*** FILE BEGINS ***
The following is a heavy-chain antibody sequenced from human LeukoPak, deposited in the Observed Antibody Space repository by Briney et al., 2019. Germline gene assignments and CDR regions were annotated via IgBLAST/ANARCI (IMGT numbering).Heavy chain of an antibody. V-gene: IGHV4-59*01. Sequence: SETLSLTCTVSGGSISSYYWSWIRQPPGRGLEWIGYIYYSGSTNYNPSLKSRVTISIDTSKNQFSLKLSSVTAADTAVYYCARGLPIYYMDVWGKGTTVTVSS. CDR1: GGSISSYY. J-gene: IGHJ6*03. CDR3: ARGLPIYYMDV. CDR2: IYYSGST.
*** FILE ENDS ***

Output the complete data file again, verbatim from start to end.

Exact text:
The following is a heavy-chain antibody sequenced from human LeukoPak, deposited in the Observed Antibody Space repository by Briney et al., 2019. Germline gene assignments and CDR regions were annotated via IgBLAST/ANARCI (IMGT numbering).Heavy chain of an antibody. V-gene: IGHV4-59*01. Sequence: SETLSLTCTVSGGSISSYYWSWIRQPPGRGLEWIGYIYYSGSTNYNPSLKSRVTISIDTSKNQFSLKLSSVTAADTAVYYCARGLPIYYMDVWGKGTTVTVSS. CDR1: GGSISSYY. J-gene: IGHJ6*03. CDR3: ARGLPIYYMDV. CDR2: IYYSGST.